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Ohio State University Extension - Verticillium Wilt of Landscape Trees and Shrubs

Verticillium Wilt

The Problem
Verticillium fungus lives in soil. It can spread via flowing water, wind, or by tools or transplanted plants that have come in contact with the fungus. When the fungus enters the plant’s root system, it blocks the water from circulating throughout the tree.

Susceptible Species
Verticillium Wilt affects more than 300 plant species including 80 species of trees. Commonly affected tree species include maple and redbud. Conifers are unaffected by the fungus.

Tree Effects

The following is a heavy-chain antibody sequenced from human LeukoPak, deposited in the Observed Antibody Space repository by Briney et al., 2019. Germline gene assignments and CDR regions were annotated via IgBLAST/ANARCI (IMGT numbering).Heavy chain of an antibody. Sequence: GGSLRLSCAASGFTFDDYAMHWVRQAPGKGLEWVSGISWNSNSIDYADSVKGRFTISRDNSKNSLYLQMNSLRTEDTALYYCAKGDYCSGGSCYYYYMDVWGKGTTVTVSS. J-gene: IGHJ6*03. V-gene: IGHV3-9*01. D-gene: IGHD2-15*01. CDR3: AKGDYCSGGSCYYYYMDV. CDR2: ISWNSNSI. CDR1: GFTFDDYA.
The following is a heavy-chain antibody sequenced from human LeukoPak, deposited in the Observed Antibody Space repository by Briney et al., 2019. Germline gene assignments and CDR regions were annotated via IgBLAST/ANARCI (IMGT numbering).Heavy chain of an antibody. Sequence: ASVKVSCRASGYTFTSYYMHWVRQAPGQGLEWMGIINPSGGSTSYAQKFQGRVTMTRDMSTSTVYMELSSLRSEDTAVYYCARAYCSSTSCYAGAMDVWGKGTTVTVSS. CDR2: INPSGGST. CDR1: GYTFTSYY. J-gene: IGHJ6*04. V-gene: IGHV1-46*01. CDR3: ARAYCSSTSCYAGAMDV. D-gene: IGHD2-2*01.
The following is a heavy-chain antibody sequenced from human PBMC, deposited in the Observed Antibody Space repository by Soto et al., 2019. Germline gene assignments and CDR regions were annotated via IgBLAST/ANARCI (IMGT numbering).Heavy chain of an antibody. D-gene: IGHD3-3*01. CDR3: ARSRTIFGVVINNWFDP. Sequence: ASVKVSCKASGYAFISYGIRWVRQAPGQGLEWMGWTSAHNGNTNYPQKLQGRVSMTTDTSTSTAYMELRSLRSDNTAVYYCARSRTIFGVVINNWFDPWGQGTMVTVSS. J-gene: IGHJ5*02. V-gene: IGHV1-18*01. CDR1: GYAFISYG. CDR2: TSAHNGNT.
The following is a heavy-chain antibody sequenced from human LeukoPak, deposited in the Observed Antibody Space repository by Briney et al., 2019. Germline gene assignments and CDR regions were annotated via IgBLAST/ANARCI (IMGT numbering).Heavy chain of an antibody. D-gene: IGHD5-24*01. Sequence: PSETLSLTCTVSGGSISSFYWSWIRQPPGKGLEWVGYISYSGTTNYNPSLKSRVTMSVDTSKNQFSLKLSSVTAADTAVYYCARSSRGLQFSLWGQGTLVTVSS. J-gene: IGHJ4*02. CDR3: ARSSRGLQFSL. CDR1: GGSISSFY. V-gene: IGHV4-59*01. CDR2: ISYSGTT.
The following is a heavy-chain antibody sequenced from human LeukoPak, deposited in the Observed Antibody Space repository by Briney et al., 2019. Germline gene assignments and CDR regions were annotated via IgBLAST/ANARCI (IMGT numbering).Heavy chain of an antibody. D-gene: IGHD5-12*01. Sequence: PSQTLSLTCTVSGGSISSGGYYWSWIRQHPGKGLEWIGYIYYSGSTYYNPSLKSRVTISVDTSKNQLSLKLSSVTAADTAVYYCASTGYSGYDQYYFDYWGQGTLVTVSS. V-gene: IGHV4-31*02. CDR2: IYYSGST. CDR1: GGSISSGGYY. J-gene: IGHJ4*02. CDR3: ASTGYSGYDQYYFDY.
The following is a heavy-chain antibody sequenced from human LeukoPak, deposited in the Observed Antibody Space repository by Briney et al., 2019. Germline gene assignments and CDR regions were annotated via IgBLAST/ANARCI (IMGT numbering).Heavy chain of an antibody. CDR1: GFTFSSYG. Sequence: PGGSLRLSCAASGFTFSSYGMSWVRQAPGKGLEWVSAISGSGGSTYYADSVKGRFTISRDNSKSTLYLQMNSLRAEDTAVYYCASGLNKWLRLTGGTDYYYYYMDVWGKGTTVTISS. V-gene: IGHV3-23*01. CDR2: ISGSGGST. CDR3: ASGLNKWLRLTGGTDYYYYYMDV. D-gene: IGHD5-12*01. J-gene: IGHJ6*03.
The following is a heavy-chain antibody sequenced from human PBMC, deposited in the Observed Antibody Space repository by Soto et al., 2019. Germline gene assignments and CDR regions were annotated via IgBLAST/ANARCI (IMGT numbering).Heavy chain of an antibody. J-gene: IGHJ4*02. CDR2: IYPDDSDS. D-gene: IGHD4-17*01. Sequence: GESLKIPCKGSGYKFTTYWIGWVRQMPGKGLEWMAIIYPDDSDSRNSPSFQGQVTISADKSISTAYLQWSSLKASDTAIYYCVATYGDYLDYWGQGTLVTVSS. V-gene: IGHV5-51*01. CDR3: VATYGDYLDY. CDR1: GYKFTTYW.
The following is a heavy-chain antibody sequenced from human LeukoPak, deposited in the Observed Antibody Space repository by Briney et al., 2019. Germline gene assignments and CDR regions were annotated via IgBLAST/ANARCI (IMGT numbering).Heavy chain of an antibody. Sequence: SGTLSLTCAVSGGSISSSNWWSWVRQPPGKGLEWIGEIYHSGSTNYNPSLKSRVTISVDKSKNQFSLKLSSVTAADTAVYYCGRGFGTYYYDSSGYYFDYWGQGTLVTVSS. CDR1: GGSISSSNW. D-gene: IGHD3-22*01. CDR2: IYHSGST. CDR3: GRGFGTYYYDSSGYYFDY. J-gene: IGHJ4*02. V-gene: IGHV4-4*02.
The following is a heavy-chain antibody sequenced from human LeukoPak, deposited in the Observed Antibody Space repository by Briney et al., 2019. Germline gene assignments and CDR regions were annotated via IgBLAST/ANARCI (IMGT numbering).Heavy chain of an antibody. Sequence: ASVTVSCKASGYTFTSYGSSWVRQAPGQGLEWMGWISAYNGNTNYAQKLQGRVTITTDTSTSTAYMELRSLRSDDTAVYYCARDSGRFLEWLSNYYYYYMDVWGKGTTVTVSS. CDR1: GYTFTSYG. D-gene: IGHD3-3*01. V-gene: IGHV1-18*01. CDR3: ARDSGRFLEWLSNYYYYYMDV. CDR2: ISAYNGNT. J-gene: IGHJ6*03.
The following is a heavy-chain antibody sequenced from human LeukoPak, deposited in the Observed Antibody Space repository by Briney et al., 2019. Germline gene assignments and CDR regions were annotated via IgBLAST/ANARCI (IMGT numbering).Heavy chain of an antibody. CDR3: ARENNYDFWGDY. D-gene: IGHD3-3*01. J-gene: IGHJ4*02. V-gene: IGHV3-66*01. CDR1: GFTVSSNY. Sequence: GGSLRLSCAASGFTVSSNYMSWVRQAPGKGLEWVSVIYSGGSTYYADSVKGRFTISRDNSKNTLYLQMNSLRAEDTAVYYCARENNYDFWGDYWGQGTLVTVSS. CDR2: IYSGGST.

The leaves of an infected tree will show yellowing around the edges in mid-summer. Often only one side of the tree exhibits wilting. If an infected branch is cut, it will show discoloration in streaks, bands, or flecks. The discoloration is bright green in maples and magnolias and dark brown in most other species.

To delay the progression of Verticillium wilt, prune affected limbs and water and fertilize the tree. Species may die within one growing season or just exhibit dieback for up to several years. Since the fungus exists in the roots, caring for the tree will not eliminate the fungus and the fungus may live in the soil for several years after the tree dies. Replace the tree with a non-succesptible species to prevent infection. Clean tools that come in contact with infected soil to prevent spreading the fungus to other plants.

Replace trees with a non-susceptible species

• Arborvitae
• Birch
• Ginkgo
• Holly
• Redcedar
• Pine
• Tulip tree
• Spruce
• Sweetgum
• Walnut
• White oak
• Zelkova
Yellow Leaf Edges
Green or Brown Inner Bark
Fall-life Leaf Drop